Originally, Mulally said he planned to stay in the top job through the end of the year and as recently as Friday said there were no changes to his plans.
“The reason that we have moved … this up, from the guidance we gave, is that we are absolutely fully confident that … the team is in place,” Mulally said. “It really is a confidence that we have that now is the time to do it.”
Fields has long been viewed as Mulally’s likely successor. That view was cemented after Fields was promoted at the end of 2012 to the newly created chief operating officer position and assumed responsibility for running day-to-day operations. The promotion silenced those who questioned whether Ford Motor had a concrete succession plan in the works.
“Though Mulally is a tough act to follow, I believe Fields is more than up to the task,” said Jack Nerad, senior analyst for Kelley Blue Book. “Throughout the years I have known him, he has continued to demonstrate a broad understanding of the intricacies of the auto business, and his leadership of Ford in North America is a rousing success.”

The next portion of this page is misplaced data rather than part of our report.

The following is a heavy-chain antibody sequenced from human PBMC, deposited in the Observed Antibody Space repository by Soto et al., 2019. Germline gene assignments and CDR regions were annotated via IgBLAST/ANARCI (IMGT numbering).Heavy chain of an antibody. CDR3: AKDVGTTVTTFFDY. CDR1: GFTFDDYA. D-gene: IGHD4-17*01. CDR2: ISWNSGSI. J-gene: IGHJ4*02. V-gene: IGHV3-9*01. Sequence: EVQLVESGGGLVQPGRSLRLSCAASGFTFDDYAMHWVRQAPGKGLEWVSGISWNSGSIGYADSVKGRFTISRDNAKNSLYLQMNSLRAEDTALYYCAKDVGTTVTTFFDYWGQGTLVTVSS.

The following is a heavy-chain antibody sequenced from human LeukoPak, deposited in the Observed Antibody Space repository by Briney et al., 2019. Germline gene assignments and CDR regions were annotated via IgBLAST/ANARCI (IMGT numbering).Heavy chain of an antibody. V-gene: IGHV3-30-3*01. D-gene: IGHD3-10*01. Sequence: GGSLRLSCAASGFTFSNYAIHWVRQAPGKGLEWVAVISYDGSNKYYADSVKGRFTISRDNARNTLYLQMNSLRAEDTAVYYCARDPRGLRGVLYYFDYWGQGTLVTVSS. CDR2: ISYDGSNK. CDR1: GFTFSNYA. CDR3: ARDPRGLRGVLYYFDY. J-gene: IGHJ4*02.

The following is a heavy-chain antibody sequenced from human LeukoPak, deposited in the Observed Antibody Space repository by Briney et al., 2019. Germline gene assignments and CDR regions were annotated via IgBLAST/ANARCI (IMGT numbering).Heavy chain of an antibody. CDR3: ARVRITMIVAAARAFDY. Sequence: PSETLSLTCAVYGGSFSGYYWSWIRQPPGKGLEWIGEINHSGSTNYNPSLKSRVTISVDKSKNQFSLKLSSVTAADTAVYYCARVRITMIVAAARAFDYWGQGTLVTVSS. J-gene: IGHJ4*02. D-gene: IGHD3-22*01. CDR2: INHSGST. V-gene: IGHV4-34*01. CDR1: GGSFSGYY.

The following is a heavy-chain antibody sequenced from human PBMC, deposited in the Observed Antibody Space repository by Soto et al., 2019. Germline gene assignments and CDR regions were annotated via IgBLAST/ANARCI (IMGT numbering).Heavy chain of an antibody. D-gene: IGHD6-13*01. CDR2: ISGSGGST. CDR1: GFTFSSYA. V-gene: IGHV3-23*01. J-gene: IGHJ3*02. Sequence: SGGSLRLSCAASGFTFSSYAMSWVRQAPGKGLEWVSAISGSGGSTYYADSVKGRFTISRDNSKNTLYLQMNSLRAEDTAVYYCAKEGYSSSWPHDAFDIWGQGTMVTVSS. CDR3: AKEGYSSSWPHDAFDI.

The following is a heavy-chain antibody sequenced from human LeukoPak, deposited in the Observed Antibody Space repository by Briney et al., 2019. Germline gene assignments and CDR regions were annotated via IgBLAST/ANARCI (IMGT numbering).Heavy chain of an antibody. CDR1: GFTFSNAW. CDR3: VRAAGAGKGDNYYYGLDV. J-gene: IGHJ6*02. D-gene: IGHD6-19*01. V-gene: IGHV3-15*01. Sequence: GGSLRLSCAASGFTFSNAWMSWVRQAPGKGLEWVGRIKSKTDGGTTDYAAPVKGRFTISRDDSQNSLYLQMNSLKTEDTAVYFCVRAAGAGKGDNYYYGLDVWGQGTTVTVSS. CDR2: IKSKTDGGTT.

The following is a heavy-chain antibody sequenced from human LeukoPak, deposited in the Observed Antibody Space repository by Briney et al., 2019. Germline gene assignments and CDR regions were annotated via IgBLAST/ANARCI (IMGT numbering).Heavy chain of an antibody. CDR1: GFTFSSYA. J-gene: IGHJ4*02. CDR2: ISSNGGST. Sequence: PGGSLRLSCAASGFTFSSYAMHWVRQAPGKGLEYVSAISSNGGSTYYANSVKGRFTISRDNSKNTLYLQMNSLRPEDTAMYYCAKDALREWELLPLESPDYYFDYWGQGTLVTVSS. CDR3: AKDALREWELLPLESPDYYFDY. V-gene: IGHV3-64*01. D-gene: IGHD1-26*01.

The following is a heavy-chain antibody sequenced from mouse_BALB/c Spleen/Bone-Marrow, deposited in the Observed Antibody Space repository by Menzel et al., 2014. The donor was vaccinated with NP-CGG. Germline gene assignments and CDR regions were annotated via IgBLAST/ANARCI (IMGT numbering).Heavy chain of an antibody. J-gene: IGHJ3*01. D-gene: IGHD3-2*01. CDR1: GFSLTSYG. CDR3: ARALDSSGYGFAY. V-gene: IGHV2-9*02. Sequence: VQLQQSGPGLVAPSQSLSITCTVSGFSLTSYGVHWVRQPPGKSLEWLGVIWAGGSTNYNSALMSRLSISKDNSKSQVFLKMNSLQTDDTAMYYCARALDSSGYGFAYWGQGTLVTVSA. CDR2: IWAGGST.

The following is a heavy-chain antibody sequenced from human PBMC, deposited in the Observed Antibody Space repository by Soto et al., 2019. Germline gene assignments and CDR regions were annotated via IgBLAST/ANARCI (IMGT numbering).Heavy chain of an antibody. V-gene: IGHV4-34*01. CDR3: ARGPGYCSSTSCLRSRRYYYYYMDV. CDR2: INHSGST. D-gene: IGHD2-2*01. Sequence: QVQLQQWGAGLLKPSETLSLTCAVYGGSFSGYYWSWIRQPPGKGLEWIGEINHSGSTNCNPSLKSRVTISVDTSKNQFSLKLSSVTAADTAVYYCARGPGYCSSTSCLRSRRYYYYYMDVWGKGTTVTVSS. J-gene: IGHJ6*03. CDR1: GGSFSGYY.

Fields, 53, is a New Jersey native with degrees from Rutgers and Harvard. He worked for IBM briefly before joining Ford Motor in 1989. He commutes from Florida, where his family resides.
He has run operations in Europe as well as Mazda in Japan. He was president of the Americas during their restructuring and return to profitability.
Fields said he plans to continue to manage Ford Motor through the “One Ford,” plan developed and implemented by Mulally as well as what he called a “work-together” spirit that Mulally instilled.
Before Mulally became CEO, Ford Motor was renowned for a corporate culture filled with competitive executives who often were out for their own gain more than for the betterment of the company.
“Our ‘One Ford’ plan has served us so well through the years, and it is going to continue to serve us well,” Fields said. “Our ‘working together’ culture has been such an integral part of our success. I am committed … to nurturing that.”